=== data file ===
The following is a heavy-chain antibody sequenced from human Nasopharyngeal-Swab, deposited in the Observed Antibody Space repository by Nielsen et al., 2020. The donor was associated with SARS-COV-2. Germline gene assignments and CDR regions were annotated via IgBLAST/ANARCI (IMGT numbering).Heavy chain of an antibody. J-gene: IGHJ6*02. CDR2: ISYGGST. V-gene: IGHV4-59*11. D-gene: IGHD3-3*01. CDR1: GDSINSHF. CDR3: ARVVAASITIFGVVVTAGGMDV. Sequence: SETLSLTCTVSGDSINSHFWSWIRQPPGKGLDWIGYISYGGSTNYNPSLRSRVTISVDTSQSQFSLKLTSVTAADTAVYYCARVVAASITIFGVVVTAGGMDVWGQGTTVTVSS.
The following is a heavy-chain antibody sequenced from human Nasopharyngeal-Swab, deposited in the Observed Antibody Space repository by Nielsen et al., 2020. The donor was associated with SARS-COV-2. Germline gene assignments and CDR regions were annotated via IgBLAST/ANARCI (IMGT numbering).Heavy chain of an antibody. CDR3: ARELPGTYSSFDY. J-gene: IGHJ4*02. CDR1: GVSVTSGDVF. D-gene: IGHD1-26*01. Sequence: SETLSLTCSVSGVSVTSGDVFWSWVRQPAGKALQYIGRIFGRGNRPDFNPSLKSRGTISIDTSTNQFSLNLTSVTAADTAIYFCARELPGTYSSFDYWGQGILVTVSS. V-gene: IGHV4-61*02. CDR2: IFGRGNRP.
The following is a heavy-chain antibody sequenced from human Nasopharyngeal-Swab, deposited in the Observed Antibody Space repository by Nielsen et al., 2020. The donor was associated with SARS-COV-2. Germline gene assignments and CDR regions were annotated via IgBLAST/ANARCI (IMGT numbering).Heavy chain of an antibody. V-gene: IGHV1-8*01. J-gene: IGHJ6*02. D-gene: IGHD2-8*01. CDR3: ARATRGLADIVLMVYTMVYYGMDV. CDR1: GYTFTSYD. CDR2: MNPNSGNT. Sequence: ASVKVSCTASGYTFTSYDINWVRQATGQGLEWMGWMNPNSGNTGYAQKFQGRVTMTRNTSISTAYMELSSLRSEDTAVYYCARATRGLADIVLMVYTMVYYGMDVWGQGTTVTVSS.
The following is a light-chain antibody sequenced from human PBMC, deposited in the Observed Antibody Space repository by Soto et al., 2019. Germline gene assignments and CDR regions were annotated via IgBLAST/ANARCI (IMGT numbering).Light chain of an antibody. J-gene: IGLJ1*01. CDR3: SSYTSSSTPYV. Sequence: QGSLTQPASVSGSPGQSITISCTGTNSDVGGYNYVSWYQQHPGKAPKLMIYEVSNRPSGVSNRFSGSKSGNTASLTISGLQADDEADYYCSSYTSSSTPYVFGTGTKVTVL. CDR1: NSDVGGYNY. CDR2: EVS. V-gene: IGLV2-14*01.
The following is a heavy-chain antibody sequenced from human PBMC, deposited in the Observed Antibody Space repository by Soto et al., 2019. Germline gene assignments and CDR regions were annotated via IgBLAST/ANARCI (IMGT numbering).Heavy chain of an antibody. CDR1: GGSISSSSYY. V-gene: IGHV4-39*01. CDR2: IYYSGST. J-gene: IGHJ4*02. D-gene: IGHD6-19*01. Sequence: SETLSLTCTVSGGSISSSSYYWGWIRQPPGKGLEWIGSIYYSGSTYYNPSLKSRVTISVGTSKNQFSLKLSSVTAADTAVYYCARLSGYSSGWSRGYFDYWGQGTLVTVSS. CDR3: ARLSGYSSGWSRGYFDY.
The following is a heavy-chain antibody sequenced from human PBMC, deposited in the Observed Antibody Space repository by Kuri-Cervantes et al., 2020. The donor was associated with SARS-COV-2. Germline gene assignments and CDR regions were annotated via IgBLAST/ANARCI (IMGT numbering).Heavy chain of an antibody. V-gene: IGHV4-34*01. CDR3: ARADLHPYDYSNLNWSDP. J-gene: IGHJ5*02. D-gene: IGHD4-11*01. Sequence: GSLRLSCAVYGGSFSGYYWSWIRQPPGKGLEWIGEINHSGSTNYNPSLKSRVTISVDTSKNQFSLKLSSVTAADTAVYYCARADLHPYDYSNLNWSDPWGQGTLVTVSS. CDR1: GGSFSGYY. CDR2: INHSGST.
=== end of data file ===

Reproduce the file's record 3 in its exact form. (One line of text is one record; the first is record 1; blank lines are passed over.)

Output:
The following is a heavy-chain antibody sequenced from human Nasopharyngeal-Swab, deposited in the Observed Antibody Space repository by Nielsen et al., 2020. The donor was associated with SARS-COV-2. Germline gene assignments and CDR regions were annotated via IgBLAST/ANARCI (IMGT numbering).Heavy chain of an antibody. V-gene: IGHV1-8*01. J-gene: IGHJ6*02. D-gene: IGHD2-8*01. CDR3: ARATRGLADIVLMVYTMVYYGMDV. CDR1: GYTFTSYD. CDR2: MNPNSGNT. Sequence: ASVKVSCTASGYTFTSYDINWVRQATGQGLEWMGWMNPNSGNTGYAQKFQGRVTMTRNTSISTAYMELSSLRSEDTAVYYCARATRGLADIVLMVYTMVYYGMDVWGQGTTVTVSS.